"The only hope for massive reductions in future greenhouse gas emissions to slow climate change may be unilateral action from companies on behalf of their customers, employees and other stakeholders."
While opinions can change over the years, Mackenzie is known to still believe that companies like BHP are doing more for the world than merely making shareholders wealthy.
Mackenzie is known to believe the mining industry plays a significant role in maintaining peace and stability in the world's developing nations, by ensuring the raw materials needed to improve living standards are made available in sufficient quantities to prevent tensions spilling over.
Those views were hinted at during this week's press conference to announce his appointment.
"We have an absolute critical role to play in ensuring the supply of the basic commodities that the world needs to grow, both in population and in wealth," said Mackenzie in his address to the Australian media. "You can count on me to continue Marius's success of using the best management techniques possible and the appropriate technology to develop those ore bodies sustainably for the world and for the shareholders, so that the world gets the resources that it needs to grow in a sort of harmonious way."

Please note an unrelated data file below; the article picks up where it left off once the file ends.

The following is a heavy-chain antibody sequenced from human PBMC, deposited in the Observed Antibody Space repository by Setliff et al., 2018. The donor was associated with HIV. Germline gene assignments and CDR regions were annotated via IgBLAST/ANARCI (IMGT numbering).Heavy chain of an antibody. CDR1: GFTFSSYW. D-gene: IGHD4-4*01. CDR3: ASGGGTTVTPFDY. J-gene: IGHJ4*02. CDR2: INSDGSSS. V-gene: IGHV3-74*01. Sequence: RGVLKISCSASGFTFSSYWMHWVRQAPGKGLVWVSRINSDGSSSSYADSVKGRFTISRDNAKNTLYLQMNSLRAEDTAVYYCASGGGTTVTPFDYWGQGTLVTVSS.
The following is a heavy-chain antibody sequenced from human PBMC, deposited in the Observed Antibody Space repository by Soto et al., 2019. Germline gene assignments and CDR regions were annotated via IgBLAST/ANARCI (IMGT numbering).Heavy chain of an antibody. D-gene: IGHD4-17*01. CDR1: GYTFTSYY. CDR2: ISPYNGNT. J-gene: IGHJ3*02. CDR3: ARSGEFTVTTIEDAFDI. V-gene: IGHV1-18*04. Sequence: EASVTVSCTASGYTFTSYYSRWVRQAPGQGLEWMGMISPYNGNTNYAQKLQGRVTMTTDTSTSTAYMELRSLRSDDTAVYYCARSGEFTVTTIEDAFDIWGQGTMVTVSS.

The comments can be seen as a polite challenge to sections of the public - and perhaps the Chinese government - to reconsider the antipathy they hold toward big resource companies like BHP and Rio Tinto.
Mackenzie has spent the past five years at BHP after being poached by Kloppers from Rio. His CV also contains a PhD on the behaviour of hydrocarbon deposits underground and a 22-year stint at BP.